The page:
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Details of Grant 

EPSRC Reference: EP/I033343/1
Title: Motivic invariants and categorification
Principal Investigator: Joyce, Professor D
Other Investigators:
Szendroi, Professor B Bridgeland, Professor T Rouquier, Professor RA
Kremnizer, Professor YK McGerty, Professor K
Researcher Co-Investigators:
Project Partners:
Department: Mathematical Institute
Organisation: University of Oxford
Scheme: Programme Grants
Starts: 01 October 2011 Ends: 28 February 2018 Value (£): 1,859,687
EPSRC Research Topic Classifications:
Algebra & Geometry Mathematical Physics
EPSRC Industrial Sector Classifications:
No relevance to Underpinning Sectors
Related Grants:
Panel History:
Panel DatePanel NameOutcome
03 Mar 2011 Mathematics Prioritisation Panel Meeting March 2011 Announced
Summary on Grant Application Form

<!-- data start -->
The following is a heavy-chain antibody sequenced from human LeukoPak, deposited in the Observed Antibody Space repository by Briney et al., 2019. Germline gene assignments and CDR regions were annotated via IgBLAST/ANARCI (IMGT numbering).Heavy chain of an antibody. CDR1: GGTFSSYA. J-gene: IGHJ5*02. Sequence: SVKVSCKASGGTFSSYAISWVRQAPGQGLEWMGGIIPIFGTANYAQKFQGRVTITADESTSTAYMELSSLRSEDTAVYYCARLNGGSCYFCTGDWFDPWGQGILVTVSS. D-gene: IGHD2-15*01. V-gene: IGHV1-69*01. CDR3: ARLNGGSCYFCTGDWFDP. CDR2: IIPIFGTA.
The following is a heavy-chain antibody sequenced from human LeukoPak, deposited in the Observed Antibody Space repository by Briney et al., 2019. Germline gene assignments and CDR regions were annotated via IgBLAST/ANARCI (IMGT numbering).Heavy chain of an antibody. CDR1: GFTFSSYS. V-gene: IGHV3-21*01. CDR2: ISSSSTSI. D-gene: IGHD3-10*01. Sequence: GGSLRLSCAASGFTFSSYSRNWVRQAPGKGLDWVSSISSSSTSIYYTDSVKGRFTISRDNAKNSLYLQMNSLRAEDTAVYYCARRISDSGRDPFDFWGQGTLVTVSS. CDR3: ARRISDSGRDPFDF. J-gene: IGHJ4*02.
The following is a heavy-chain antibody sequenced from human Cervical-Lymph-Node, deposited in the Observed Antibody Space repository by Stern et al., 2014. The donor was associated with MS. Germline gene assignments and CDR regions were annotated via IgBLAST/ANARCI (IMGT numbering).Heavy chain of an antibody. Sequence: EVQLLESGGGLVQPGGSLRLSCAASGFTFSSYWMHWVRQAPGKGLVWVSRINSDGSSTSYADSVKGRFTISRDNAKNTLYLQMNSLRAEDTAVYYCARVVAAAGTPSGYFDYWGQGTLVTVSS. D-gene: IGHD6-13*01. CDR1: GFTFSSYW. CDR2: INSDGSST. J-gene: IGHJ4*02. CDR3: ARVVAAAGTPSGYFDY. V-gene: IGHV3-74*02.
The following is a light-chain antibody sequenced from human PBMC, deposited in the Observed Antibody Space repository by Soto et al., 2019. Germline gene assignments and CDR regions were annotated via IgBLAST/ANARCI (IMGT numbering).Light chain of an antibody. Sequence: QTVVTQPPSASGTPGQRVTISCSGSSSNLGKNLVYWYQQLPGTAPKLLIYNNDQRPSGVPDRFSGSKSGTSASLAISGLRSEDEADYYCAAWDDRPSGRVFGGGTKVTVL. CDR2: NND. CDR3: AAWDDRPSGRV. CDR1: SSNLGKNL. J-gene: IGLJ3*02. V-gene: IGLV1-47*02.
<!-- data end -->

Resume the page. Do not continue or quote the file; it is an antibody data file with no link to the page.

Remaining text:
The proposal aims to discover new structures in geometry, and algebra, and string theory in theoretical physics. Beginning with some classical situation which is already well understood, we aim to generalize it in two directions: we can make the classical situation motivic , or we can categorify it.These are technical words, so an analogy may help. The thing we already understand, the classical mathematics, is like a 2-dimensional shadow on the wall, cast by some 3-dimensional object. Our goals are analogous to understanding this 3-dimensional object, exploring the implications of the extra third dimension, and then seeing what new things we can find out about the shadow by viewing it as the projection of a more complex 3-dimensional object.In both mathematics and physics, there are good notions of the dimension of a mathematical structure - for instance, in physics an n-dimensional field theory is a quantum theory which quantizes maps from n-dimensional objects into some space-time. Oversimplifying rather, classical quantum theory regards particles as points (0-dimensional objects) moving in space-time, so is a 0-dimensional field theory. String theory regards particles as 1-dimensional loops of string moving in space-time, so is a 1-dimensional field theory; more recent developments in physics (M-theory) consider higher dimensional membranes moving in space-time.The idea of categorification is to replace n-dimensional mathematical structures by (n+1)-dimensional structures in a problem, in some systematic way, so that you get the original n-dimensional structure back again when you reduce dimension by one - like passing from a 2-dimensional shadow, to the 3-dimensional object that casts it.In geometry, an invariant is usually a number which counts some class of objects. But because the classes of objects we want to count are usually infinite, this counting has to be done in a complicated way. If you count the objects in just the right way, your invariant may turn out to have some special properties - for instance, it may be unchanged when you deform the underlying space. This kind of thing makes mathematicians excited, as it suggests the invariant is measuring some deeper underlying structure, and we want to know what this is. For example, mirror symmetry is a circle of conjectures coming from physics, which are slowly being proved. One central claim is a surprising equality of invariants: invariants counting curves in a space X should be equal to invariants counting something else on a different space Y, because the quantum theories of X and Y are related. On the face of it, this is as bizarre as saying that quantum theory requires the numbers of giraffes in the Gambia, and of zebras in Zambia, to be the same.An invariant is something which counts the points in a space. It could be a number (integer), or something more general. An invariant of spaces is motivic if, when you cut the space into two pieces, the invariant is the sum of the invariants of the pieces. The most basic is the Euler characteristic , but there are also many other more complicated motivic invariants.Some of the invariants studied in geometry (for instance, Donaldson-Thomas invariants of Calabi-Yau 3-folds, which appear in string theory) use Euler characteristics to do the actual counting. One can try to define a new invariant which counts the same things, but using some other motivic invariant instead of Euler characteristics. This is what we mean by a motivic generalization. The new invariants should be richer, with more structure and information. They may also make new things possible.As one application, we hope to help physicists understand a bit more about what string theory actually is. String theory (in its final form) may be the mathematics underlying the universe, and has been a fertile source of new mathematics for decades, but much of it is still a mystery.
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